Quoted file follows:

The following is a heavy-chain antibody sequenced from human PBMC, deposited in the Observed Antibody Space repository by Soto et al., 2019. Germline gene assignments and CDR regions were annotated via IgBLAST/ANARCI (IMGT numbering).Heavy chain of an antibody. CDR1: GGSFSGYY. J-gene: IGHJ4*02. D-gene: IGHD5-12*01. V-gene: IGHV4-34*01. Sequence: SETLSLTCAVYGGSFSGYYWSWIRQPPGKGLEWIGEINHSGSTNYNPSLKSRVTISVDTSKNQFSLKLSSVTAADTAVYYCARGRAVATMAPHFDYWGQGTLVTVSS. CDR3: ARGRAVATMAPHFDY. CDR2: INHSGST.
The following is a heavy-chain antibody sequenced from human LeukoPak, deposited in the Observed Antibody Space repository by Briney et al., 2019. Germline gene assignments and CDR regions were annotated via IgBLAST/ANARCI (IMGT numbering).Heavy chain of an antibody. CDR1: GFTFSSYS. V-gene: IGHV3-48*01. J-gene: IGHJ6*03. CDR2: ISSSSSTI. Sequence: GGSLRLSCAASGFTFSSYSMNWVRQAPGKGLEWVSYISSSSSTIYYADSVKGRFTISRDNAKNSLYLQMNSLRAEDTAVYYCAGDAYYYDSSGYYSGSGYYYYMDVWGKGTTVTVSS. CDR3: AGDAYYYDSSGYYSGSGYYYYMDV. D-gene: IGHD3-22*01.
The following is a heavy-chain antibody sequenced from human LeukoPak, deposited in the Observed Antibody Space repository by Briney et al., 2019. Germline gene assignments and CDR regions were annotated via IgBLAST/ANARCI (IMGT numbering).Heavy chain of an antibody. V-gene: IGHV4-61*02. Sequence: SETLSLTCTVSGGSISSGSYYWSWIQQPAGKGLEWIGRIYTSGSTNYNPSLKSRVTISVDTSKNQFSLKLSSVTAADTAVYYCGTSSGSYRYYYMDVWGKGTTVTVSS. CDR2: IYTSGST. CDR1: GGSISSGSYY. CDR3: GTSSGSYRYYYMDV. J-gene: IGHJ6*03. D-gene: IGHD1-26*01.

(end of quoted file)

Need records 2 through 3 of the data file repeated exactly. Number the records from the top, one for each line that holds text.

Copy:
The following is a heavy-chain antibody sequenced from human LeukoPak, deposited in the Observed Antibody Space repository by Briney et al., 2019. Germline gene assignments and CDR regions were annotated via IgBLAST/ANARCI (IMGT numbering).Heavy chain of an antibody. CDR1: GFTFSSYS. V-gene: IGHV3-48*01. J-gene: IGHJ6*03. CDR2: ISSSSSTI. Sequence: GGSLRLSCAASGFTFSSYSMNWVRQAPGKGLEWVSYISSSSSTIYYADSVKGRFTISRDNAKNSLYLQMNSLRAEDTAVYYCAGDAYYYDSSGYYSGSGYYYYMDVWGKGTTVTVSS. CDR3: AGDAYYYDSSGYYSGSGYYYYMDV. D-gene: IGHD3-22*01.
The following is a heavy-chain antibody sequenced from human LeukoPak, deposited in the Observed Antibody Space repository by Briney et al., 2019. Germline gene assignments and CDR regions were annotated via IgBLAST/ANARCI (IMGT numbering).Heavy chain of an antibody. V-gene: IGHV4-61*02. Sequence: SETLSLTCTVSGGSISSGSYYWSWIQQPAGKGLEWIGRIYTSGSTNYNPSLKSRVTISVDTSKNQFSLKLSSVTAADTAVYYCGTSSGSYRYYYMDVWGKGTTVTVSS. CDR2: IYTSGST. CDR1: GGSISSGSYY. CDR3: GTSSGSYRYYYMDV. J-gene: IGHJ6*03. D-gene: IGHD1-26*01.